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Editor's Notes

Charles Hefling

The breadth and richness of what is meant by "theology" are strikingly represented in this issue of the ATR. Theology, we say, with an eye to the derivation of the word, is some sort of discourse about something--an "ology" of God. Yet it has always been recognized that it is a discourse with something odd about it, and the oddness has often been specified by saying that theological language is inextricably analogical. That explanation, however, has fallen on hard times, owing to the difficulty of saying in a convincing way just what an analogy is and does. Robert Masson, in his fine review article, explores in twenty theses how analogizing might function within a postmodern understanding of what we are doing when we are meaning, and by so doing he illuminates the whole range of theological utterance.

Considered from another angle, theology as Christians have usually practiced it has been a discourse that stands in relation--sometimes a problematic relation--to the church. Hence the important transitions in the life of Christian communities have a bearing on their theological constitution, and vice versa. That the English Reformation was such a transition, and one of special interest to readers of this journal, needs no argument. Margaret Christian examines newly discovered evidence for one of the most significant documents belonging to the preliminary phase of reform in England: the official statement of faith published in 1543 and known as the King's Book.

Statements of faith--creeds, confessions, doctrinal formularies--represent another mode of theological practice that has tended, in recent times, to recede into the background. The value of believing as such, let alone believing this or that, can be and has been called into question in various ways. In her "Gleanings" article, Catherine Wallace surveys a number of recent books that illuminate the question "Why Bother with Belief?"--with any any believing at all? "Because," she writes, "the alternative is certainty, which in our times is a particularly dangerous self-indulgence."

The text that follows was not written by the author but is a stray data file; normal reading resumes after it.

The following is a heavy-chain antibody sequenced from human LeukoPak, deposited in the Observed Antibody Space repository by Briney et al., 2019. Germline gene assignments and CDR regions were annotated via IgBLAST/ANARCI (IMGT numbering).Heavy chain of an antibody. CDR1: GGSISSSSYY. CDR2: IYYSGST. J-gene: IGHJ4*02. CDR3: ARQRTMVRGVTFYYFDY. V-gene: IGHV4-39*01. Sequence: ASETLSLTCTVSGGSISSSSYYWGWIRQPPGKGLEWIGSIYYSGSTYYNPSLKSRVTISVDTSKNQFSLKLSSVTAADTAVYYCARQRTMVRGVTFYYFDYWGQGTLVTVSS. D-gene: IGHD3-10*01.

The address that opens the issue is in many ways a complement to this discussion. Beginning from the enigmatic quality that works of art often exemplify, Christopher Herbert considers imagination under three aspects: its playfulness, the obverse of this, namely its cost; and the limits it encounters, especially in the effort to articulate transcendence. Bishop Herbert then draws a parallel between imagination, so construed, and faith, proposing that the same three qualities belong to faith in its approach to "that place where, in the presence of the Word, all words fail."

No one, perhaps, was more strongly convinced of imagination's pivotal role in the communication of Christian meaning that John Henry Newman. It is through imagination that cor ad cor loquitur, heart speaks to heart, as Newman's motto avers. And whatever may may be true of his followers in the later, "subtractarian" phase of the Oxford Movement, preaching was for Newman himself a centrally important way in which such speaking occurs. Lawrence Poston's study of Newman's homiletics shows that the application of this principle to both the wording and the delivery of his own sermons helps to explain why they were, in their day, more influential than the Tracts for the Times.

If the sermon has been a principal means of conveying Christian belief and the identity of the believing community, it has never been the only one. In the student essay that won the journal's 2004 Harris Prize, Martha Smith Tatarnic of Trinity College, Toronto examines what might be called inverse theology--not Christianity's self-declaration to the culture in which it is practiced, but contemporary culture's commentary on the character of Christianity and Christian institutions, as conveyed to Christians and everyone else by the mass media. While televised representations of the church and its message are often woefully one - dimensional, there is something to be learned from them in our transitional time, and their impact presents a challenge for the church to rediscover its own theological voice.

 
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